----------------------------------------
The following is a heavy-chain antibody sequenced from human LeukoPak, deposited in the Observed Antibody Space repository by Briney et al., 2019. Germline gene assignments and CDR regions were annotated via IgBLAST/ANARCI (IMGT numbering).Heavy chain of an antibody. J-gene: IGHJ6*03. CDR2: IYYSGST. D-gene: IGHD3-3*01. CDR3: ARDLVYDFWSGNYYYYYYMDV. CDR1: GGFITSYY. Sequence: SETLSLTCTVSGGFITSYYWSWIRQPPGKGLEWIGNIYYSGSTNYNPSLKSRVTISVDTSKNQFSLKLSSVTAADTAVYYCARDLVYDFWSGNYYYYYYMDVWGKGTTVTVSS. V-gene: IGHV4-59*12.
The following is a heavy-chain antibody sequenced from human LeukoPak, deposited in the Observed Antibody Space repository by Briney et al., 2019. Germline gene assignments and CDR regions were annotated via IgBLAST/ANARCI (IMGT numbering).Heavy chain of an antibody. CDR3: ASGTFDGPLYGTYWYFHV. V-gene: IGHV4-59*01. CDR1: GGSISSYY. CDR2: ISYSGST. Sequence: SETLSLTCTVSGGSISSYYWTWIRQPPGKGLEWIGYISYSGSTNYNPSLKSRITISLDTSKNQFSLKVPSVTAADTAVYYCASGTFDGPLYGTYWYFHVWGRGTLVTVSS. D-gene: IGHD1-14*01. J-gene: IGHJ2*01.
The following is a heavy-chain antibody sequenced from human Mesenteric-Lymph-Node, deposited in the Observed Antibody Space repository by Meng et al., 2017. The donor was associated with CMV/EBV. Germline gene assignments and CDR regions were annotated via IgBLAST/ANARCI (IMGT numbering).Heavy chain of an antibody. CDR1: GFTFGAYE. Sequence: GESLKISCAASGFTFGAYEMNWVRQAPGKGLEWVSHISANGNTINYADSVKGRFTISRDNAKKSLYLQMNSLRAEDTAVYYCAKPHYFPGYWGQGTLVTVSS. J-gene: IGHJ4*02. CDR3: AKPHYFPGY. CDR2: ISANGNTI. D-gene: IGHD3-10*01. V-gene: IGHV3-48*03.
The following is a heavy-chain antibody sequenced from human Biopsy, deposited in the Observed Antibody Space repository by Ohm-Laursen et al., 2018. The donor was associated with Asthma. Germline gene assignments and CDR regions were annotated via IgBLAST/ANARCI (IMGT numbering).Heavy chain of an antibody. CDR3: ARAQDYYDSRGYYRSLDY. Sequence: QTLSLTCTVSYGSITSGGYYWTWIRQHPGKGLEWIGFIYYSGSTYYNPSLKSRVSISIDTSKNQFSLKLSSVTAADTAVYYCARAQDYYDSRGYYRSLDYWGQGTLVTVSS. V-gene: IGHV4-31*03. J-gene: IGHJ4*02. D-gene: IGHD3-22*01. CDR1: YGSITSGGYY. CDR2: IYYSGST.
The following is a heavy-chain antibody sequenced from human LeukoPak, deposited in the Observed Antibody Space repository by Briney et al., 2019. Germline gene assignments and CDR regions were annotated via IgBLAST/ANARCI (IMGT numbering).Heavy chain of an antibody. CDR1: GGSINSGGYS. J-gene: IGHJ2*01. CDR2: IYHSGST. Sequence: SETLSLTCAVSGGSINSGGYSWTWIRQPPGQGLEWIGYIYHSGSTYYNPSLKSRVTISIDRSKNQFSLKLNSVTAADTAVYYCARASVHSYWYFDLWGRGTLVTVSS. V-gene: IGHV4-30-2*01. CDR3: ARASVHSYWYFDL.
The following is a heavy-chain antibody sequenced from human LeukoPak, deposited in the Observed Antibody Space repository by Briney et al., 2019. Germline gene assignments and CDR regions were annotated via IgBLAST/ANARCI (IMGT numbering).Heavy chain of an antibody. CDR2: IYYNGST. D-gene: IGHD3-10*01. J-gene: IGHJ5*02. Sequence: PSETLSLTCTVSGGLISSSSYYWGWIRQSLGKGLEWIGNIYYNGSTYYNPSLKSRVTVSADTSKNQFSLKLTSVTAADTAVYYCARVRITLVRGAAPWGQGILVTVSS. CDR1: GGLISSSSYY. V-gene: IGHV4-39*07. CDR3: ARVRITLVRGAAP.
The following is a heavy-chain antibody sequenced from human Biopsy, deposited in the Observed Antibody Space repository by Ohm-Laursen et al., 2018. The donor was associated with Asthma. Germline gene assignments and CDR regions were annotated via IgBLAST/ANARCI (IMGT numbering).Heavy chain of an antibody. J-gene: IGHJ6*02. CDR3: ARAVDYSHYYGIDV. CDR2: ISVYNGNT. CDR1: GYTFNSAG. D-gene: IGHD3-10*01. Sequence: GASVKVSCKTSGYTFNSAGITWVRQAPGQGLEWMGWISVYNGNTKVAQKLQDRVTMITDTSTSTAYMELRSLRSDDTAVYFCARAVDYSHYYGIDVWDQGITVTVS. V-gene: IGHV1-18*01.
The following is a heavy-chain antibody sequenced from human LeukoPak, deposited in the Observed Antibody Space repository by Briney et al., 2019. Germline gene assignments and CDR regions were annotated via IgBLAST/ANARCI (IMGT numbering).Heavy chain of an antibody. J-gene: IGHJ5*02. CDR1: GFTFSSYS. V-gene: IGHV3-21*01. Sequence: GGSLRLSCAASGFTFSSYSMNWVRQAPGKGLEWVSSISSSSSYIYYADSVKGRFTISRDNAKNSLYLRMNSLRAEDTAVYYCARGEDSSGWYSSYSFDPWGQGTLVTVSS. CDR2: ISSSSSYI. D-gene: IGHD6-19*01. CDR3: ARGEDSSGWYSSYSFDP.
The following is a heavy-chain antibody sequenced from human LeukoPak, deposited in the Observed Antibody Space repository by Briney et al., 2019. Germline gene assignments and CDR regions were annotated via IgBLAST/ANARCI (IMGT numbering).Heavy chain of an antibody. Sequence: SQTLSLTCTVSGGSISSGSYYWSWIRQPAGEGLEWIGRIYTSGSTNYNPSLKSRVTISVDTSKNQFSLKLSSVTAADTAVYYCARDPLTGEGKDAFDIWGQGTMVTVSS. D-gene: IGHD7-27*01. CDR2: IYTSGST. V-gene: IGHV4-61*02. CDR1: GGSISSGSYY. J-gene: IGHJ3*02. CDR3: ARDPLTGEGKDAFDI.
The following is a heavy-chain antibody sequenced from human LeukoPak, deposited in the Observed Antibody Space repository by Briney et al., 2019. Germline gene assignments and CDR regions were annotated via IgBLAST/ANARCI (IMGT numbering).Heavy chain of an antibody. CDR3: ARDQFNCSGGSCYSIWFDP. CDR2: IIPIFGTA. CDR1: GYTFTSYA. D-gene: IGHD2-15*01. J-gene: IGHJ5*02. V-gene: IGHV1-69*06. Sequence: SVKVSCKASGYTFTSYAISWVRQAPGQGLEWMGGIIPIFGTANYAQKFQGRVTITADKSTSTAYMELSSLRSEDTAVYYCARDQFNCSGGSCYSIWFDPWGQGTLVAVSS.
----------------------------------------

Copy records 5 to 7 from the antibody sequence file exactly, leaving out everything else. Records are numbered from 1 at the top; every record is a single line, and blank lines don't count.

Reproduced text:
The following is a heavy-chain antibody sequenced from human LeukoPak, deposited in the Observed Antibody Space repository by Briney et al., 2019. Germline gene assignments and CDR regions were annotated via IgBLAST/ANARCI (IMGT numbering).Heavy chain of an antibody. CDR1: GGSINSGGYS. J-gene: IGHJ2*01. CDR2: IYHSGST. Sequence: SETLSLTCAVSGGSINSGGYSWTWIRQPPGQGLEWIGYIYHSGSTYYNPSLKSRVTISIDRSKNQFSLKLNSVTAADTAVYYCARASVHSYWYFDLWGRGTLVTVSS. V-gene: IGHV4-30-2*01. CDR3: ARASVHSYWYFDL.
The following is a heavy-chain antibody sequenced from human LeukoPak, deposited in the Observed Antibody Space repository by Briney et al., 2019. Germline gene assignments and CDR regions were annotated via IgBLAST/ANARCI (IMGT numbering).Heavy chain of an antibody. CDR2: IYYNGST. D-gene: IGHD3-10*01. J-gene: IGHJ5*02. Sequence: PSETLSLTCTVSGGLISSSSYYWGWIRQSLGKGLEWIGNIYYNGSTYYNPSLKSRVTVSADTSKNQFSLKLTSVTAADTAVYYCARVRITLVRGAAPWGQGILVTVSS. CDR1: GGLISSSSYY. V-gene: IGHV4-39*07. CDR3: ARVRITLVRGAAP.
The following is a heavy-chain antibody sequenced from human Biopsy, deposited in the Observed Antibody Space repository by Ohm-Laursen et al., 2018. The donor was associated with Asthma. Germline gene assignments and CDR regions were annotated via IgBLAST/ANARCI (IMGT numbering).Heavy chain of an antibody. J-gene: IGHJ6*02. CDR3: ARAVDYSHYYGIDV. CDR2: ISVYNGNT. CDR1: GYTFNSAG. D-gene: IGHD3-10*01. Sequence: GASVKVSCKTSGYTFNSAGITWVRQAPGQGLEWMGWISVYNGNTKVAQKLQDRVTMITDTSTSTAYMELRSLRSDDTAVYFCARAVDYSHYYGIDVWDQGITVTVS. V-gene: IGHV1-18*01.